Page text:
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 Friday, 10 January, 2003, 18:06 GMT
James Hewitt: Major Rat
James Hewitt: Reviled as a love rat

James Hewitt says he is prepared to sell a number of personal letters from his former lover, the late Diana, Princess of Wales. But what drives the Gulf War veteran who is now seen as Britain's most notorious "love rat"?

When is a cad not a cad? When he's a rat. Or so the tabloid press would say.

Most of us, if we are honest, are fascinated by cads and bounders. The sheer arrogant raffishness of the likes of Terry-Thomas, Alan Clark and Harry Flashman - all leers and innuendo - acts as a colourful antidote to an often dull world.

Cads dress and speak impeccably. They effortlessly insinuate themselves with - and ruthlessly ditch - beautiful women, outmanoeuvring their male rivals with practised ease.

The Cad's Creed is, as we all know, "all's fair in love and war". They are rogues, but charming with it.

Entirely dressed him from head to toe, that man

Diana, on Hewitt

The rat, on the other hand, seemingly personified by James Hewitt, is altogether darker.

He is seen as self-serving, callous, obsessed with his own image and, above all, with money. Sure, the rat can be charming, but only in as far as it suits his own ends. Above all, he can always be counted on to kiss and tell.

But have we got James Hewitt all wrong?

Here is a war veteran, with 17 years of service in the Life Guards, a cavalry regiment charged with guarding the Sovereign, behind him.

His only crime - though technically punishable by death at the time - was to have an affair with the then wife of the heir to the throne.

Diana, Princess of Wales
Hewitt was Diana's lover for five years

Today, he is reportedly considering selling 10 out of 64 private letters from Diana - which he says are "extremely well written, loving and nothing to be ashamed of" - for a reported £4 million.

His perceived betrayal of the late princess has made Hewitt a social outcast, virtually unemployable: the money would, no doubt, secure his future.

James Hewitt's life, though privileged, has mirrored that of many of his class. The son, and grandson, of army officers, he was born in 1958 and educated at the exclusive Millfield School in Somerset.

I'd never dream of selling Diana's letters

James Hewitt in April 1998

Although not academically bright - only really shining while in the saddle - Hewitt progressed to Sandhurst Military Academy, where he trained as an army officer, before being commissioned in the Life Guards.

He first met Princess Diana at a party in London's Mayfair in 1986. She was 25, he 28.

At the time, her marriage was in crisis and she and Prince Charles - whose own affair with Camilla Parker Bowles was in the process of being rekindled - were in the middle of a famous 39-day separation.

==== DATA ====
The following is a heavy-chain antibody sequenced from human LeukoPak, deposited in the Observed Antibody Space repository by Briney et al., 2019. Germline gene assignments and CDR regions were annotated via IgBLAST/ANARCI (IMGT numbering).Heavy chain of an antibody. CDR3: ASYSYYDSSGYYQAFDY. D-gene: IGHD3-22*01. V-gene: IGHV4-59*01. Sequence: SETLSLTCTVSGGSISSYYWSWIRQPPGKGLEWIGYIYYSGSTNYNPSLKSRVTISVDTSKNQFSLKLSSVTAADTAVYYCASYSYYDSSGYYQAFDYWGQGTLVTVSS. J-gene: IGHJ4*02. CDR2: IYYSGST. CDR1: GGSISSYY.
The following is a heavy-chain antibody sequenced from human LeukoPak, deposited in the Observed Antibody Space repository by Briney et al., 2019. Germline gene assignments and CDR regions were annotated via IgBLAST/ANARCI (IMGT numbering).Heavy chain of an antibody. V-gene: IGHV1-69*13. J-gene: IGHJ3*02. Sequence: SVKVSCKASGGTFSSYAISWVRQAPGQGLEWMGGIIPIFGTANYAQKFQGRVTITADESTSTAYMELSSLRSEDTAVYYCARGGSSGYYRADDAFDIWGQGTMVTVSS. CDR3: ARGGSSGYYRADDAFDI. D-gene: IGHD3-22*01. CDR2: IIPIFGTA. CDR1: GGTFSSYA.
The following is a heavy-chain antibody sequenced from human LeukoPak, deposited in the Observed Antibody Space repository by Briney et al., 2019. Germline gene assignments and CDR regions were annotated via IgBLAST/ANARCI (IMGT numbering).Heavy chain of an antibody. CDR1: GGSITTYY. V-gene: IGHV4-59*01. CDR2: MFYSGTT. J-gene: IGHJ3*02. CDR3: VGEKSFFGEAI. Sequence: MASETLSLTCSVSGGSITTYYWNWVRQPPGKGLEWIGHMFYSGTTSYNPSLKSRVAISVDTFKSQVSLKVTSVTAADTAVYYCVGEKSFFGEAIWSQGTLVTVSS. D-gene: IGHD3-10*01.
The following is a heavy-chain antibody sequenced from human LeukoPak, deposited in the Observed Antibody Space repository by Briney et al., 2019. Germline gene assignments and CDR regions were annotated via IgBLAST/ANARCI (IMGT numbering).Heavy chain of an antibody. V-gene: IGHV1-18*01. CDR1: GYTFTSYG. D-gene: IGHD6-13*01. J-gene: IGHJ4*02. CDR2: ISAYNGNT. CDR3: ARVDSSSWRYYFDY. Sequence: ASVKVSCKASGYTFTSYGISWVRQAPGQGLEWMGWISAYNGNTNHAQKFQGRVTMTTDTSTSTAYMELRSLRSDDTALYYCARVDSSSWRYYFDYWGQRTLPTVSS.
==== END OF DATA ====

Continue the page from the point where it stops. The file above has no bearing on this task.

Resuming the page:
Diana engaged Hewitt as a riding instructor for both her and, later, her young sons. The affair, which began in 1987, ended in 1992, when the princess stopped taking Hewitt's telephone calls.

The Prince of Wales and James Hewitt
Rivals: Prince Charles and James Hewitt on the polo ground

Hewitt's career in the army had its ups and downs. Though he commanded A Squadron, Scots Guards, in the 1991 Gulf War, he twice failed his major's examination and left the service as a captain, no great achievement after 17 years of service.

His current rank of major - one above the one he retired with - was granted in line with common army practice.

After retiring from the Life Guards in March 1994, James Hewitt ploughed £30,000 into a golf driving range in the City of London, to little success.

He applied for a job at the House of Lords. But his effusive plea - "You'd be mad not to see me" - fell on deaf ears.

I think it might be irresponsible not to sell them

Hewitt, January 2003

The same year, Hewitt broke cover. He collaborated with the writer Anna Pasternak on Princess In Love, a saccharine account of his affair with Diana.

As well as a reported £300,000 fee for the book, a subsequent interview in the News of the World is said to have brought him £1 million.

Diana was distraught. In the famous Panorama interview, broadcast the following year, she admitted her adultery with him. "Yes, I adored him," she said. "Yes, I was in love with him. But I was very let down."

Beyond this, popular opinion was outraged and Hewitt's erstwhile colleagues cut him off.

The cover of Princess In Love
Anna Pasternak's book detailed Diana's affair
Revelations of other affairs - his amorous adventures have earned Hewitt the nickname Timeshare - including one with the weathergirl Sally Faber, then wife of a Conservative MP, only added to his reputation.

In 1999, two years after Diana's death, Hewitt published his autobiography, Love and War.

In it, he revealed intimate details of the affair: how Diana seduced him and how the couple made love in her four-poster bed and on a bathroom floor.

Today, paradoxically, Hewitt lives at home in Devon with his mother Shirley. The man who once claimed, "I like to pay my way" may well soon be in a position to do that.

But what price does anyone, even a rat, put on his reputation?

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